In an article appearing in the Observer on 25 Sept 2016, 'In praise of the humble fruit fly', Andrew Anthony explains why Drosophila is so important in medical research, and how the Department of Genetics has played - and continues to play - a key role in that research.
Fly Facility Manager Simon Collier took the reporter on a tour of the Department, and explained how they are so essential.
Genomically speaking, Drosophila are close enough to humans for research undertaken on them to be translated to us. For example:
"It was Michael Ashburner, the godfather of fruit fly research at Cambridge, who first established that of the genes that in their mutant form cause diseases in humans – cystic fibrosis being one example – around 75% have very similar equivalents in fruit flies. ... As a result of his foundational work, which includes his classic book Won For All: How the Drosophila Genome Was Sequenced, Cambridge has become arguably the world’s leading centre of fruit fly research."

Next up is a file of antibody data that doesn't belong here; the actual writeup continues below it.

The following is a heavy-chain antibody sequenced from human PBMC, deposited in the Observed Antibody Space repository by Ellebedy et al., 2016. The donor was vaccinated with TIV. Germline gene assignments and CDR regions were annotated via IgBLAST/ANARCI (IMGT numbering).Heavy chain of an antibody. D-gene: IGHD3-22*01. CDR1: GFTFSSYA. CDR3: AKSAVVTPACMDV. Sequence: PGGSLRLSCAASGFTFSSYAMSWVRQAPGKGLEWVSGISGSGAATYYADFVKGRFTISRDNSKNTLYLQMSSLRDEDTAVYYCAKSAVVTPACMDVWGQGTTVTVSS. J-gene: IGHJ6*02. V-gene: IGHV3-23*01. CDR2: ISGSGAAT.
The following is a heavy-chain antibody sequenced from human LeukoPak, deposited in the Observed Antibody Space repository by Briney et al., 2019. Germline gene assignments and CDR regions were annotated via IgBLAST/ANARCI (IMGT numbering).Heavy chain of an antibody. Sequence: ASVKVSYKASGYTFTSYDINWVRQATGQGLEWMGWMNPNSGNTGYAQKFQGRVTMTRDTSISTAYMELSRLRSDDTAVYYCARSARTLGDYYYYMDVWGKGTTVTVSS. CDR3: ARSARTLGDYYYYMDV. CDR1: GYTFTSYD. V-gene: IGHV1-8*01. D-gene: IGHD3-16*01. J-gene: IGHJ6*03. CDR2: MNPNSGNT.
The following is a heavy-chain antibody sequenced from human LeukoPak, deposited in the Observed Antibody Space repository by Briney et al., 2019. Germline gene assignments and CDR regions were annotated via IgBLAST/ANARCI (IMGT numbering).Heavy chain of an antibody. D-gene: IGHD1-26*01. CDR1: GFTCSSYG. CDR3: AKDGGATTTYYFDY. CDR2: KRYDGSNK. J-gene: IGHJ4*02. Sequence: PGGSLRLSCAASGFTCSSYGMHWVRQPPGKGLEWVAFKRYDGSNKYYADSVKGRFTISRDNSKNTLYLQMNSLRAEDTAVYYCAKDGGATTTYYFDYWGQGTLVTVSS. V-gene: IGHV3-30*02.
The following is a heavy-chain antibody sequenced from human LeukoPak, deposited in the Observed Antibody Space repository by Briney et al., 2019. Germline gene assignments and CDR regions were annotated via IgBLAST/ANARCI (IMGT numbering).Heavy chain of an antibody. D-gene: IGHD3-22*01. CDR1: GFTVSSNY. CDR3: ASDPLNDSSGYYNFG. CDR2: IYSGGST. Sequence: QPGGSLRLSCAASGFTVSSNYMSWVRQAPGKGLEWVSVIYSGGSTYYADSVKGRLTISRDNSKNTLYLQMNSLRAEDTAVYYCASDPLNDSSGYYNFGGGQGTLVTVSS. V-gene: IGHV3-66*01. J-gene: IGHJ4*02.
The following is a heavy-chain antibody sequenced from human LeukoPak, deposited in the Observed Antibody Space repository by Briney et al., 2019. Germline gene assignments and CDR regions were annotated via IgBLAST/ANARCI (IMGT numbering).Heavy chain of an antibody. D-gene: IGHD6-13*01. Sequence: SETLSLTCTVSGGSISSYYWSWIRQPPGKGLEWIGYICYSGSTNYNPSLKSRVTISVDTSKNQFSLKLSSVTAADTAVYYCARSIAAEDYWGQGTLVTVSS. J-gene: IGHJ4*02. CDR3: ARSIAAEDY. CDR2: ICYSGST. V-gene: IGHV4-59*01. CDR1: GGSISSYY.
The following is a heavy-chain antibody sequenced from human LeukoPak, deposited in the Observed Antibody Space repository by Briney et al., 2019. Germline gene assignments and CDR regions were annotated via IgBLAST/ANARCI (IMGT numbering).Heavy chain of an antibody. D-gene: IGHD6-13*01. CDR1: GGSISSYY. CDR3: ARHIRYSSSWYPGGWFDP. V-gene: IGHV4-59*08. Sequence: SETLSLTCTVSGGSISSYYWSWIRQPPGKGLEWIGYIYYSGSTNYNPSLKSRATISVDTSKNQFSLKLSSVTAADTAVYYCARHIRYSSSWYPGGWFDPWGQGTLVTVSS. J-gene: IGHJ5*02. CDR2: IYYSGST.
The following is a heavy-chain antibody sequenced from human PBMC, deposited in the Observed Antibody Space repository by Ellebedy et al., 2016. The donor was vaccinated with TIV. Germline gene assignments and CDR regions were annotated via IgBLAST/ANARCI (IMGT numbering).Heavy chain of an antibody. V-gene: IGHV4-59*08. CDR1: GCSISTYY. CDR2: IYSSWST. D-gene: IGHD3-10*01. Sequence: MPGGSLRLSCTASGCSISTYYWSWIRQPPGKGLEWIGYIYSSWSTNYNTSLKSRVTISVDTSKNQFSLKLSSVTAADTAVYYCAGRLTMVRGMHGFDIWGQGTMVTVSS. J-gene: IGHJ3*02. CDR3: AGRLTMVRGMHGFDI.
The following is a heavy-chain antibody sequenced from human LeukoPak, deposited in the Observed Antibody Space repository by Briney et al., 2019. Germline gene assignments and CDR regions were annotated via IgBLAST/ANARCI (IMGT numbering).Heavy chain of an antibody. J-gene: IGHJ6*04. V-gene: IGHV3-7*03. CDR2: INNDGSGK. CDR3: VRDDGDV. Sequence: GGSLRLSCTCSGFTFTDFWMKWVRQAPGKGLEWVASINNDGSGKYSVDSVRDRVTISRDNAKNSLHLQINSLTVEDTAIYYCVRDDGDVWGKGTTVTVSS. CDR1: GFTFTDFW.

Cahir O'Kane fits his research into the wider picture:
“I’m interested in [Drosophila] because I think it’s a great system for finding out how living things in general can work. I think by understanding the principles of how flies work then you can make better predictions for humans. The better you understand how we work the more rational you can be about trying to design therapies; I think even without directing your work towards therapy, then you can think more intelligently about therapies five or 10 years down the line.”
Fly Facility website: http://www.flyfacility.gen.cam.ac.uk/